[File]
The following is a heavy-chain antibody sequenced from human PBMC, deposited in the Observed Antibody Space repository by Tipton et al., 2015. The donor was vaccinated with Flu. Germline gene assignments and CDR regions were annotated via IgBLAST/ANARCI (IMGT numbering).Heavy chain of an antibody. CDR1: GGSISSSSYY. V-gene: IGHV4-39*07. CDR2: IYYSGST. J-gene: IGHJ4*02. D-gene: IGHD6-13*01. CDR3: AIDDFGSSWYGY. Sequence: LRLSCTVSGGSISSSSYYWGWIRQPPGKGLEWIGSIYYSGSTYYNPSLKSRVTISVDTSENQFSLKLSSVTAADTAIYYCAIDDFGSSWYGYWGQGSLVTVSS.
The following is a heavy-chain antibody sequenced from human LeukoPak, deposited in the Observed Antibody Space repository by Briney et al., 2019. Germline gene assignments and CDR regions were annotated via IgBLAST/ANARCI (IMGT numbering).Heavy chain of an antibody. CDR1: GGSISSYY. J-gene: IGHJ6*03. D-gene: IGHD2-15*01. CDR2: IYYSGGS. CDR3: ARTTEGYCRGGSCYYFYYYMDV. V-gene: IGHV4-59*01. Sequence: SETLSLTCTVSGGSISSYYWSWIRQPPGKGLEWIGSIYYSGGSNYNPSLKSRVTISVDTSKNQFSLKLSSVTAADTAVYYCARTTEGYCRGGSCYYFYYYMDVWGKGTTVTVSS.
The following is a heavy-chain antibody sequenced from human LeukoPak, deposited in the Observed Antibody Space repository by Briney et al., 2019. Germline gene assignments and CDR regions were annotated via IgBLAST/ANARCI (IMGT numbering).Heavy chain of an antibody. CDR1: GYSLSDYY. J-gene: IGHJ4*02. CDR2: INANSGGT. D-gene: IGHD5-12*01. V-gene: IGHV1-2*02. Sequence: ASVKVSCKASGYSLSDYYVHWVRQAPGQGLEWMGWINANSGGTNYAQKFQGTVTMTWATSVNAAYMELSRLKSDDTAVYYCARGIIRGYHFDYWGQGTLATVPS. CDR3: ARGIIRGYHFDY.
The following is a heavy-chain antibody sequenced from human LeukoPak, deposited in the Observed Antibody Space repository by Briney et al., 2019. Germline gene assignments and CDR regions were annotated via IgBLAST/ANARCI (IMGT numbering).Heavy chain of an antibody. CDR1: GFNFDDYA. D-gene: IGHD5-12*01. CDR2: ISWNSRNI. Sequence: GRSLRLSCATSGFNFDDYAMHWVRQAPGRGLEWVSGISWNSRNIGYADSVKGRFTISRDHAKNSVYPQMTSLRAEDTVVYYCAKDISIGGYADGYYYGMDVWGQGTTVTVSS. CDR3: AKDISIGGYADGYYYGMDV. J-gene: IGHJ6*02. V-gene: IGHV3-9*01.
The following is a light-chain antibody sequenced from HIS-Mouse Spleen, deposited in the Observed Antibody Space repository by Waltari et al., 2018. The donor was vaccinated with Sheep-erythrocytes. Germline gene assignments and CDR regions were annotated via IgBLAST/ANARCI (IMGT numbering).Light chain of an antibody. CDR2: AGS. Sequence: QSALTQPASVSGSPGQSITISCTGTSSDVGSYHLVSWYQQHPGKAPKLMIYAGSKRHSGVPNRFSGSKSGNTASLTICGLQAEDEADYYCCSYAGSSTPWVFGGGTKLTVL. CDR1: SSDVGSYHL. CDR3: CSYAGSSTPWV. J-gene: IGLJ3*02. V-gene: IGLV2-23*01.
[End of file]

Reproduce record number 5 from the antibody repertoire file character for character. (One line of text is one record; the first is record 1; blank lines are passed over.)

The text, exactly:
The following is a light-chain antibody sequenced from HIS-Mouse Spleen, deposited in the Observed Antibody Space repository by Waltari et al., 2018. The donor was vaccinated with Sheep-erythrocytes. Germline gene assignments and CDR regions were annotated via IgBLAST/ANARCI (IMGT numbering).Light chain of an antibody. CDR2: AGS. Sequence: QSALTQPASVSGSPGQSITISCTGTSSDVGSYHLVSWYQQHPGKAPKLMIYAGSKRHSGVPNRFSGSKSGNTASLTICGLQAEDEADYYCCSYAGSSTPWVFGGGTKLTVL. CDR1: SSDVGSYHL. CDR3: CSYAGSSTPWV. J-gene: IGLJ3*02. V-gene: IGLV2-23*01.